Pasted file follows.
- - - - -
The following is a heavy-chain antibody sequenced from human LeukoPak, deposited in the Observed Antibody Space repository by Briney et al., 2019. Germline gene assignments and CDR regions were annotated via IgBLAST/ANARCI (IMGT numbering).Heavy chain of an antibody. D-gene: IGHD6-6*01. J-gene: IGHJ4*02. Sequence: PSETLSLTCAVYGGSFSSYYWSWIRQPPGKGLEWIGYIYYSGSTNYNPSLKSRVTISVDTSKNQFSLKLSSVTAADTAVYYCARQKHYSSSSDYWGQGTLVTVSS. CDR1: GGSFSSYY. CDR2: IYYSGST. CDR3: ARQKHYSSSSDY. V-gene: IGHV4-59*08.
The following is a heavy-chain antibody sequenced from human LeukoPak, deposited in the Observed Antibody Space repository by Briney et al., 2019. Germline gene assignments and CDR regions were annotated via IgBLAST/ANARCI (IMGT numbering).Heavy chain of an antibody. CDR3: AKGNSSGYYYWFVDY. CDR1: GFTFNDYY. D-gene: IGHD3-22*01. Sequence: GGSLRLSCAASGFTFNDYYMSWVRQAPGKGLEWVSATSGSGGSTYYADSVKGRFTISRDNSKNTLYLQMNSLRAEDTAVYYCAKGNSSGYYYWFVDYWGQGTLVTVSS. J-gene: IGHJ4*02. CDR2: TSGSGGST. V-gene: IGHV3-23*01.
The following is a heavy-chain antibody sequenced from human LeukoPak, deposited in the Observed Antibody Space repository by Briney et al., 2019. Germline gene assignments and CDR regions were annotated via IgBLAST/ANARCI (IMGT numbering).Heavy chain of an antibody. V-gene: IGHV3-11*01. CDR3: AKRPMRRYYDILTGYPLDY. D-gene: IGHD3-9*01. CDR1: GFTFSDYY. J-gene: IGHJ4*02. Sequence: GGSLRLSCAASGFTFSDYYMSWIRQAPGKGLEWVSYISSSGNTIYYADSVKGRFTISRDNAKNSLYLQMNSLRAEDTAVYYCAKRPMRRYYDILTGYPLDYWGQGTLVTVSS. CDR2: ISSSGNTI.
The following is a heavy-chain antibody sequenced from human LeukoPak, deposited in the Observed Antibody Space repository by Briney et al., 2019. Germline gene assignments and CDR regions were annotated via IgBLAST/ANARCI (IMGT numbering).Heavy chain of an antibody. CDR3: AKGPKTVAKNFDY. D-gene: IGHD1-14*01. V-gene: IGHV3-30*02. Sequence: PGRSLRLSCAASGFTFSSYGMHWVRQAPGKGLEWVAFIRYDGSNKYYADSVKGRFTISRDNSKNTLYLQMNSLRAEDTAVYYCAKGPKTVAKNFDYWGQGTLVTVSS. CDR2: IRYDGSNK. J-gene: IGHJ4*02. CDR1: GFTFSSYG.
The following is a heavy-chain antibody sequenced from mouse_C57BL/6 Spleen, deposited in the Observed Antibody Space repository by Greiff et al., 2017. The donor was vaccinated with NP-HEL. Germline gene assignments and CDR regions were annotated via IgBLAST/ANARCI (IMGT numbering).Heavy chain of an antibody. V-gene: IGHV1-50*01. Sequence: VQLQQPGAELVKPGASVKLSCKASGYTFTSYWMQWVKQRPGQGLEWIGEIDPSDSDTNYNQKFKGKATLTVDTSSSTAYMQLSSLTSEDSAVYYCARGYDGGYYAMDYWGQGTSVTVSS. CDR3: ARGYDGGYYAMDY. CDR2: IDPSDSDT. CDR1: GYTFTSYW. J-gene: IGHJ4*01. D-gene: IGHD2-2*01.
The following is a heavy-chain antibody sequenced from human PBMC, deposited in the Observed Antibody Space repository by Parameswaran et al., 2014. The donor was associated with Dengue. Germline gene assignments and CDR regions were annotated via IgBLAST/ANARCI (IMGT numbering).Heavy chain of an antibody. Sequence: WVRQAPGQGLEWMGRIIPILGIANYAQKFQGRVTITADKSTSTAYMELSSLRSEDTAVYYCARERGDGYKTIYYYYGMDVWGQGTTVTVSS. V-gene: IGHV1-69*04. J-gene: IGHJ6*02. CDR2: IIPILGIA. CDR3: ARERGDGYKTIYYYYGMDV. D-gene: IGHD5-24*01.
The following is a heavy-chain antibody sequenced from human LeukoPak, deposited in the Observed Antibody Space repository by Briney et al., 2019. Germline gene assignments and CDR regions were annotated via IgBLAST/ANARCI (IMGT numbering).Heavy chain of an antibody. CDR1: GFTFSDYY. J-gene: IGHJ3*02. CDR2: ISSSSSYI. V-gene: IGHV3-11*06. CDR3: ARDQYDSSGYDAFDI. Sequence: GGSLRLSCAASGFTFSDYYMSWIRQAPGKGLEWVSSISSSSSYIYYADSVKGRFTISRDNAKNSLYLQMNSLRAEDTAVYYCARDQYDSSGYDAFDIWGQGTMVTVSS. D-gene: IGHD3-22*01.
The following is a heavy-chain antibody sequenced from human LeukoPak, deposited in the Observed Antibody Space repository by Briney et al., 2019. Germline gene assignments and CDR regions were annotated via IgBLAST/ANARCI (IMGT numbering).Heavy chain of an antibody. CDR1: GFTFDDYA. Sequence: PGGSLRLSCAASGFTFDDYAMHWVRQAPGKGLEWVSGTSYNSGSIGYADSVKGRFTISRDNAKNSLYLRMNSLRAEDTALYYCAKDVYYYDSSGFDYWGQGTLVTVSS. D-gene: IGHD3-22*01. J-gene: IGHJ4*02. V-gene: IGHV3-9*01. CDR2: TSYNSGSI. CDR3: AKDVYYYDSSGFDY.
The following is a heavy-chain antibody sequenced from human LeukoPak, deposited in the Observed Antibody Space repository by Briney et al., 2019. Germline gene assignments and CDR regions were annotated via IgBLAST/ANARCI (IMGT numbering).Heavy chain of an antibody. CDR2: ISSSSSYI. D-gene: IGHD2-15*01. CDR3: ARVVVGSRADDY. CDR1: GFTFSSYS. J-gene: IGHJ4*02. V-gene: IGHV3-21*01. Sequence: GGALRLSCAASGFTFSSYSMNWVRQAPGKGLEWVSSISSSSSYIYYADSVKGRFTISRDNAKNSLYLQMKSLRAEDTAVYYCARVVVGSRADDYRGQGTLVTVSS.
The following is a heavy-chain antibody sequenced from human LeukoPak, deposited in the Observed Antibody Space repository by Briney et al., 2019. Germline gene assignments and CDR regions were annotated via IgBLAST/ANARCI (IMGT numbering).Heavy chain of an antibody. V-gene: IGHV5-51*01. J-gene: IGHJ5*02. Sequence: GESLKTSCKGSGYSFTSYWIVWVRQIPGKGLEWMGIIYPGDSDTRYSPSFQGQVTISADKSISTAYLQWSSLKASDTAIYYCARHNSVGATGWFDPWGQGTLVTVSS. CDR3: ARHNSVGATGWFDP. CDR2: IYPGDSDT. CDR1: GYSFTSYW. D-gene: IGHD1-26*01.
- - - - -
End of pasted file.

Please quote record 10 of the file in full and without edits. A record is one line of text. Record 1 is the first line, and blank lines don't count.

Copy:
The following is a heavy-chain antibody sequenced from human LeukoPak, deposited in the Observed Antibody Space repository by Briney et al., 2019. Germline gene assignments and CDR regions were annotated via IgBLAST/ANARCI (IMGT numbering).Heavy chain of an antibody. V-gene: IGHV5-51*01. J-gene: IGHJ5*02. Sequence: GESLKTSCKGSGYSFTSYWIVWVRQIPGKGLEWMGIIYPGDSDTRYSPSFQGQVTISADKSISTAYLQWSSLKASDTAIYYCARHNSVGATGWFDPWGQGTLVTVSS. CDR3: ARHNSVGATGWFDP. CDR2: IYPGDSDT. CDR1: GYSFTSYW. D-gene: IGHD1-26*01.